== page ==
A specially-designed dispenser built for OneWeb by Ruag Space in Sweden will be able to carry up more than 30 spacecraft on a single Soyuz launch. Credit: Greg Wyler/OneWeb

Wyler has corralled blue-chip companies to invest in his dream to beam affordable broadband Internet signals around the world, a mission he sees as a prerequisite to providing billions of unconnected, underserved people with the tools necessary to succeed in a modern marketplace of goods, services and information.

“This is the world’s largest civilian space system, and it’s all put together for the benefit of mankind,” Wyler said Tuesday. “That’s something so exciting, where so many people from so many countries, and investment from every continent of the world, comes together for one mission and one purpose. Ultimately, as we begin connecting the emerging markets to the developed markets, as we begin bringing opportunity and education to people, we’re going to see something wonderful about mankind coming together.”

OneWeb’s investors include Airbus, Coca-Cola, Virgin Group, Qualcomm SoftBank, and Intelsat. Under Wyler’s leadership, OneWeb has raised more than $2 billion to pay for the first series of satellites, their launches, and a new factory at Exploration Park, located just outside the gates of NASA’s Kennedy Space Center in Florida.

New Delhi-based Bharti Enterprises, Hughes Network Systems — a subsidiary of EchoStar Corp. — and Totalplay, a company owned by Mexican billionaire Ricardo Salinas Pliego, are also behind OneWeb.

OneWeb says it needs at least 600 satellites for global broadband service, but the company plans up to 900 satellites in the first generation network. Wyler said a successful launch of the first six satellites will help the company secure the additional financing needed to pay for the entire project.

“We’ve had a tremendously positive response from investors, as they’ve seen OneWeb come into reality,” Wyler said. “When you scratch the surface and you start to dive deep through our systems, you realize we’ve built the supply chain, we have the spectrum in place, we’ve got the launch licenses, the approvals, we’re building an incredibly safe constellation so we’ll ensure there’s no space debris.

“All of those pieces are in place, and they’ve been in place. We’ve been putting them in place over the last six years, which has given investors quite a bit of confidence in the reality and the background of our system to accomplish this goal. So I am full of optimism.”

One of the six OneWeb satellites set for launch Feb. 27. Credit: ESA/CNES/Arianespace – Photo Optique Video du CSG – S. Martin

Wyler is a serial entrepreneur whose vision led to the creation of O3b Networks, which provides broadband services to a more narrow swath of the world. He also has a passion for using communications to improve the lives of the world’s poor, and spent three years developing Internet infrastructure to connect schools in rural Africa.

OneWeb is his latest, and most ambitious, project. Wyler’s company plans to deploy hundreds of satellites to blanket the world in broadband, enabling anyone at any location on Earth reliable access to the Internet.

“I don’t think we really understand what we did today,” said Adrian Steckel, OneWeb’s CEO. “I think that the amount of useful space to be monetized, to change the use cases, it’s tremendous, and we don’t really know everything that we can do.

“I’m very thankful to be able to work at this company. It’s very, very few times to get the opportunity to work in a company with this much scale, with this much impact, and really the notion of doing some good is not some PR, it’s deep in the foundations of the DNA of the company. We’re very much looking forward to doing our part to connect as many schools as we can.”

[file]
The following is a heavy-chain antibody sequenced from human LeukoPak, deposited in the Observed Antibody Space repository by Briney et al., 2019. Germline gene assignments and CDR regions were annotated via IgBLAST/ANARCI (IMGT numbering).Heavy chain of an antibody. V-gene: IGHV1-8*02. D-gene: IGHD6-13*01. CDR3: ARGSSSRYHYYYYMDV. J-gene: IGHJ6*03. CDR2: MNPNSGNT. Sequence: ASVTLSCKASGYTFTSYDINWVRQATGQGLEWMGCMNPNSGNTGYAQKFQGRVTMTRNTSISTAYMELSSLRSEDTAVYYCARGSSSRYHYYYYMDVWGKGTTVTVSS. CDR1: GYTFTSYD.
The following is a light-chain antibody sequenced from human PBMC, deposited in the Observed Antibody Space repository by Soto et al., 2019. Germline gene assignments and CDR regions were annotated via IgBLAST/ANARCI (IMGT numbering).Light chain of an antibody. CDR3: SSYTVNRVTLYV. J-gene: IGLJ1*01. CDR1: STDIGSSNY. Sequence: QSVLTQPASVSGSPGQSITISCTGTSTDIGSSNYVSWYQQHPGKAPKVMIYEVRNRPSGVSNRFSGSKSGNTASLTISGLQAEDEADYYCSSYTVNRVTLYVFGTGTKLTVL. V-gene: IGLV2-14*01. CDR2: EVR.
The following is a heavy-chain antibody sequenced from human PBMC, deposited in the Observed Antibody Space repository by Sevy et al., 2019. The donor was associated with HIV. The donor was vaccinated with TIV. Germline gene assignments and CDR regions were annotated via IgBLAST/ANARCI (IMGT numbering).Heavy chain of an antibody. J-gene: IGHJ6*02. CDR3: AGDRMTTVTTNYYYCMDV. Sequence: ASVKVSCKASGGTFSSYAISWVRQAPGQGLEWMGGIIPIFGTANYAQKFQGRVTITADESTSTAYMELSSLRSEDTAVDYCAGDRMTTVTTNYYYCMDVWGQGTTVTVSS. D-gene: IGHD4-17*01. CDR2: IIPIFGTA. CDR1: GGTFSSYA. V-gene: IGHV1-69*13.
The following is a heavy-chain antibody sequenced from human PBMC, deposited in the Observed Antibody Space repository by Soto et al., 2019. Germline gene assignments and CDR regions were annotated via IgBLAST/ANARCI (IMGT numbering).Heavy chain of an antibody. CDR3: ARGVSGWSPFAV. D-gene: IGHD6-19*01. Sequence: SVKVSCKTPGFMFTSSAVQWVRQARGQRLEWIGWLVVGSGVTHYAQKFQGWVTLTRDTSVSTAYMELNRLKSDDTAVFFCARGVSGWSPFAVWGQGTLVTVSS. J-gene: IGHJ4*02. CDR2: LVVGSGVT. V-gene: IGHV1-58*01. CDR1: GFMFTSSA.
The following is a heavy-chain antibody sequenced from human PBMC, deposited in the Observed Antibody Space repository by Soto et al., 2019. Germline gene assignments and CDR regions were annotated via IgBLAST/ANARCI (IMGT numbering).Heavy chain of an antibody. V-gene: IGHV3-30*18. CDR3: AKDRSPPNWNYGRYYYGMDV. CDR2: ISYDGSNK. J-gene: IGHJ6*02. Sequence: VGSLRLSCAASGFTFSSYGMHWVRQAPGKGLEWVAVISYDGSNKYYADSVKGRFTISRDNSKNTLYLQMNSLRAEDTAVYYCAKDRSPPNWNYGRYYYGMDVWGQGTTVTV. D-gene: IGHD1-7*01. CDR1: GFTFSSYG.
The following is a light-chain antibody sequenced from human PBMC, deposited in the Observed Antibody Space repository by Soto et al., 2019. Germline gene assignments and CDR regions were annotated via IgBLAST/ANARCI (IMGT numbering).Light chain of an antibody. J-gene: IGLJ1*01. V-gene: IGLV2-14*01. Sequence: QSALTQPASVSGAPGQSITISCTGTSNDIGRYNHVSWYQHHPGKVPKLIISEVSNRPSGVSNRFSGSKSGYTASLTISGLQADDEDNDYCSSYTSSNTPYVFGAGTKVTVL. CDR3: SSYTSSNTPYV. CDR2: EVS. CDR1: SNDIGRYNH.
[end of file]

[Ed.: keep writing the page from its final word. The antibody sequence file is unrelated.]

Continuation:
Assuming good performance from the first six satellites, OneWeb will soon transition its production from Airbus’s factory in Toulouse, France, to the new factory in Florida with a footprint covering more than 100,000 square feet (9,300 square meters).

OneWeb’s factory at Exploration Park, near NASA’s Kennedy Space Center in Florida. Credit: Stephen Clark/Spaceflight Now

Officials originally planned to launch 10 pilot satellites on the first Soyuz launch, but OneWeb recently decided to fly six, and keep the other four on the ground as spares.

If something goes wrong with the satellites launched Wednesday, OneWeb will have the other four satellites ready to fly, ensuring the company meets the Nov. 29 regulatory deadline to use its allotted radio spectrum.

“We must launch and operate our satellites in order to bring our spectrum into use, in order to maintain our global priority rights to the spectrum for the system we’ve been designing since 2012. So if there is an issue, we have the other four in standby,” he said.

The first full-scale launch with OneWeb satellites is planned for August or September, again on a Soyuz, from the Baikonur Cosmodrome in Kazakhstan, Wyler said.

“The Soyuz will be in August or September in a nominal scenario, which I can hope for but not expect,” Wyler said. “But a nominal scenario will be in August or September, and we’ll be launching every 21 days.”

At that launch rate, more than 600 OneWeb satellites, which the company says will cost less than $1 million a piece, could be in orbit by the end of 2020, Wyler said. That’s a best-case scenario, assuming the satellites and rockets can be built and launched efficiently.

Nicolas Chamussy, head of space systems at Airbus, said OneWeb’s assembly line manufacturing technique is “setting new standards for the space industry.”

“Everything is ready for the mass production of several satellites per day,” Chamussy said. “It’s a short sentence,  but it means a lot to us. It’s been a real challenge to get here, but here we are.”

The first satellites for OneWeb will test “basically everything because we had to design pretty much everything,” Wyler said. “There were no volume-manufactured, space-qualified components when we started this, so we’re moving from zero to 1,000 in one step. So qualifying all of the space components along the way, getting it so you can have the repeatability necessary for space qualification, has been a tremendous challenge.”